There is no doubt that football is a more popular sport than American football. Yet, Uefa’s annual income from the Champions League, the strongest football league in the world, is about €1.108 billion. While National Football League’s income is more than €6.3 billion.
With its pan-European status, a quasi-monopoly on the biggest sporting brands on the continent and its popularity around the world (especially in the developing markets of Asia), the Champions League should make a lot more money than it does.
Most of the clubs agree on this and 2014 is the year they might change everything.
There are many reasons the US sporting model makes better economic sense than its European counterpart: there are no relegations; there are fierce regulations regarding wages and revenues are shared between clubs.
However, The Champions League’s structure is a major reason Uefa isn’t as economically successful as the NFL. It’s probably been outdated since the nineties. If a version of the NFL’s format would be adopted, the Champions League could become not only the most popular annual sports tournament in the world, but also the the richest.
For instance, it just makes sense that the best football clubs in the world face each other on regular basis. If not, it’s like a tennis season in which Novak Djokovic and Rafa Nadal do not meet.
So, what special about the NFL format that makes it successful? The format is complex yet, there’s a pretty simple idea behind it: “Make every game important”.
Every game in the NFL is important because, first, the league is short. Second, the league is divided into geographical divisions and the scheduling formula dictates that teams with a similar performance level play each other. So basically, each team play their games against a division rival or a team that is of a similar level. So every game is a type of a Derby or at least a legitimate sporting battle.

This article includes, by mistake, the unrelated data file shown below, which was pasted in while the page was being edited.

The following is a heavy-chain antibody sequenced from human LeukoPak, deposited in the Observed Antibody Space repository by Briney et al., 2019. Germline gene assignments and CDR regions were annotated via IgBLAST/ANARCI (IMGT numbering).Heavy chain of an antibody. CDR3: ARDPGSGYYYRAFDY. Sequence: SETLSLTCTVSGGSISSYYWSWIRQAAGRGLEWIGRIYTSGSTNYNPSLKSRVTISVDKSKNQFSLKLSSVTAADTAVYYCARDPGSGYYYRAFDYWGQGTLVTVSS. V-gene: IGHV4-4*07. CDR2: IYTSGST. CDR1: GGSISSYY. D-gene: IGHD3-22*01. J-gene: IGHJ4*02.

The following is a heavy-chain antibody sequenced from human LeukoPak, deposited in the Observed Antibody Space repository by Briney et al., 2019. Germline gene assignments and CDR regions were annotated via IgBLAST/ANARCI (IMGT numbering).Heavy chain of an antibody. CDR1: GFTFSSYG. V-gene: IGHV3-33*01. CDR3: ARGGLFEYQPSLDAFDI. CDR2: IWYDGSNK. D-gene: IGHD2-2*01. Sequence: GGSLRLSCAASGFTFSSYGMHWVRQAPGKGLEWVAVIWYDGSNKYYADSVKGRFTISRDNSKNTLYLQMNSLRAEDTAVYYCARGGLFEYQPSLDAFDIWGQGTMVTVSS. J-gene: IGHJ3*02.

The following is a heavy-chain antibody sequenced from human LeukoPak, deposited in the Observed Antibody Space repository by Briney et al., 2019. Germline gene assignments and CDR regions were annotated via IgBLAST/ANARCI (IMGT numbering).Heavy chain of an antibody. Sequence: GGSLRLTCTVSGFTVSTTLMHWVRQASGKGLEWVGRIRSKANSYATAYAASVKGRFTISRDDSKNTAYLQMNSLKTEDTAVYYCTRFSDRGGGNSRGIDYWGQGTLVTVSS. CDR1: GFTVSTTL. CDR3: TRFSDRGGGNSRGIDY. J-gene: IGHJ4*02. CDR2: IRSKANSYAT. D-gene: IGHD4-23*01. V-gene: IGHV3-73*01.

Some elements of the NFL format should be adapted to a European culture and schedule.
A European Super League comprised of the top 30 or 32 clubs in Europe (divided into divisions) that sees every team play at least ten “regular season” games against ten different teams (five home, five away) in which they fight for home advantage in the knockout phase (no second leg) – would turn every game into an interesting contest.
That means that from the 30 or 32 clubs in the Champions League only the best 12 teams during the regular season will reach the knock out stage.Â A team would play a maximum of 14 games leaving them with plenty of time to focus on domestic competition.
The European Super League should also be closed for two or even five seasons. The worse performing clubs in those years will be relegated to the “Europa League” (Super League B) that will send two replacements that performed excellently in those 5 years.
Teams who did well over the five years in their domestic competition will fight in a qualifying round to enter the Super League B, instead of the two or three poorest performing clubs in those five years.
The new league would not kill the local leagues, just as the NFL doesn’t kill the NCAA (college) Football League. Quite the opposite the enlarged solidarity payments (derived from the larger income) would, with proper regulation, be invested in grass roots and infrastructure improving the level of football and football administration.
Would it hurt small football nations? Not necessarily. Teams from smaller nations would have to adopt a more organised economic set up before taking their chances against the big guns of European football.
At the moment, some teams, who at times are run in an amateurish way, need only one good domestic season. Then a favourable draw can place them in the most popular sports league in the world.
At the end of the day, TV companies and sponsors, (AKA “money”) make the world go around and they will definitely pay more for a league that every week features games such as Barcelona vs Manchester United, Arsenal VS Real Madrid, Chelsea VS Milan, Inter VS Bayern Munich. That’s because this kind of league is a lot more marketable than The Champions League that every week features games such as Twente VS Inter, Benfica VS Hapoel Tel Aviv, CFR Cluj VS Manchester United or even Barcelona VS MŠK Žilina.